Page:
Since the article was published, US 50 has gained popularity among people desiring a scenic or less traveled alternative to Interstate 80 across Nevada. This increase in popularity has caused at least one writer to dispute whether US 50 still deserves the title of The Loneliest Road in America. Traffic counts on US 50 are now considerably higher than on US 6, just to the south in Nye County. The 1971 road movie Vanishing Point, notable for its on-location filming across the southwest United States, used several sections of US 50 as part of the driving sequences.

In 2002, Neil Peart, then taking a sabbatical from Rush, published Ghost Rider: Travels on the Healing Road, his account of a long-distance motorcycle journey across Canada and the United States. He travelled across US 50 in Nevada, and remarked on the complete absence of any development on long stretches of the road, including a sign reading “No Services for 88 Miles.” In 2008, the British television show Top Gear featured the show’s presenters Jeremy Clarkson, Richard Hammond and James May driving across Nevada along US 50 in the cars of their choice. Clarkson stated he was “mesmerised by the straightness of the road.”

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Lincoln Highway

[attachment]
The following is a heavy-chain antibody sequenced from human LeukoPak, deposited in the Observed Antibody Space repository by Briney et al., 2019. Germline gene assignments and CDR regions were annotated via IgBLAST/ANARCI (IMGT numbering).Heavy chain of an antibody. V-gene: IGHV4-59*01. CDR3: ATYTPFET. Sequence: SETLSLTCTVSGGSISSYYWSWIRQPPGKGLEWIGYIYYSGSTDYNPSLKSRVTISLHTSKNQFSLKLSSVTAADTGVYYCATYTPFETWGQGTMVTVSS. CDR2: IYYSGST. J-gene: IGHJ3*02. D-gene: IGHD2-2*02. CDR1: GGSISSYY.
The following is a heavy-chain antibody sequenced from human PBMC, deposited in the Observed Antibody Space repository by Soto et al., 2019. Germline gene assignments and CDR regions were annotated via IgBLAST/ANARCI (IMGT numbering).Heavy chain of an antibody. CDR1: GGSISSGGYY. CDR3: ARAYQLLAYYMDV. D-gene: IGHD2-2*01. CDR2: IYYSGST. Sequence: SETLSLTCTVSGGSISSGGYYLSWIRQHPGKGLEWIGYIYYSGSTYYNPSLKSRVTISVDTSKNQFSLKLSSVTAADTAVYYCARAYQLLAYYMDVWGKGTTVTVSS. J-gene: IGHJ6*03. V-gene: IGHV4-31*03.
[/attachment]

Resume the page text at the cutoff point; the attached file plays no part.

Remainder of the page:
In Nevada, US 50 was built mostly along the route of the Lincoln Highway, the first transcontinental highway in the United States, formed in 1913. This route had been previously used by the Pony Express, an early attempt at an express mail service, started in 1860. The Pony Express used the technique of riders changing horses at stations approximately 10 miles (16 km) apart to maximize speed. Some of the towns along US 50 were stops along the Pony Express. The original numbered designation of this route, which appeared on Nevada Highway maps as far back as 1919, was State Route 2. Route 2 had an alternate branch, Route 2A, corresponding to a split in the Lincoln Highway near Fallon. The main and alternate branches of Route 2 are reversed from the modern routings of US 50. Mainline Route 2, the Donner Branch, terminated at Fernley along modern US 50 Alternate. State Route 2A, the Pioneer Branch, followed mainline US 50, terminating at Carson City. State Route 2, and the Lincoln Highway, used a different routing between Ely and Salt Lake City, Utah from the modern routes. The original routing used what is now US 93 from Ely to the ghost town of Schellbourne and then dirt roads towards Tooele, Utah.